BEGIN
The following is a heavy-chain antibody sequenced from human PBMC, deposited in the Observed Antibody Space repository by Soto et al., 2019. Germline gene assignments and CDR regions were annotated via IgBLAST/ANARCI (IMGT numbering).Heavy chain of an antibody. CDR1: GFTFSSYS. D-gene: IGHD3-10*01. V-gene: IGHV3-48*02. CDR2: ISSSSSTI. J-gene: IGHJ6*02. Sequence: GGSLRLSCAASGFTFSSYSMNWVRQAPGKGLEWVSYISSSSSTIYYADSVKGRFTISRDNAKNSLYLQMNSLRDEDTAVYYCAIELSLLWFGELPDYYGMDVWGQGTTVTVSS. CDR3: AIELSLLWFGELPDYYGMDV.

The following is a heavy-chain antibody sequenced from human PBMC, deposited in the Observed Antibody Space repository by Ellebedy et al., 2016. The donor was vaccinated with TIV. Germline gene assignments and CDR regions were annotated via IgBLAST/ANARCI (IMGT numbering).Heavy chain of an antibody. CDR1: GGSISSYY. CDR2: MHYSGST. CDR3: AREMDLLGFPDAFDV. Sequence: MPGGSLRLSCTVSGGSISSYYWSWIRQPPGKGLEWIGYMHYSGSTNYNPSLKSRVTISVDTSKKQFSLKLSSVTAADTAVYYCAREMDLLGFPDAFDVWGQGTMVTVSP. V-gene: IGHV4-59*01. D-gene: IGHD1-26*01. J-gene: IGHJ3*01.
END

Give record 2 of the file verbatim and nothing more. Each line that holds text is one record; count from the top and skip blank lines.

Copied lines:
The following is a heavy-chain antibody sequenced from human PBMC, deposited in the Observed Antibody Space repository by Ellebedy et al., 2016. The donor was vaccinated with TIV. Germline gene assignments and CDR regions were annotated via IgBLAST/ANARCI (IMGT numbering).Heavy chain of an antibody. CDR1: GGSISSYY. CDR2: MHYSGST. CDR3: AREMDLLGFPDAFDV. Sequence: MPGGSLRLSCTVSGGSISSYYWSWIRQPPGKGLEWIGYMHYSGSTNYNPSLKSRVTISVDTSKKQFSLKLSSVTAADTAVYYCAREMDLLGFPDAFDVWGQGTMVTVSP. V-gene: IGHV4-59*01. D-gene: IGHD1-26*01. J-gene: IGHJ3*01.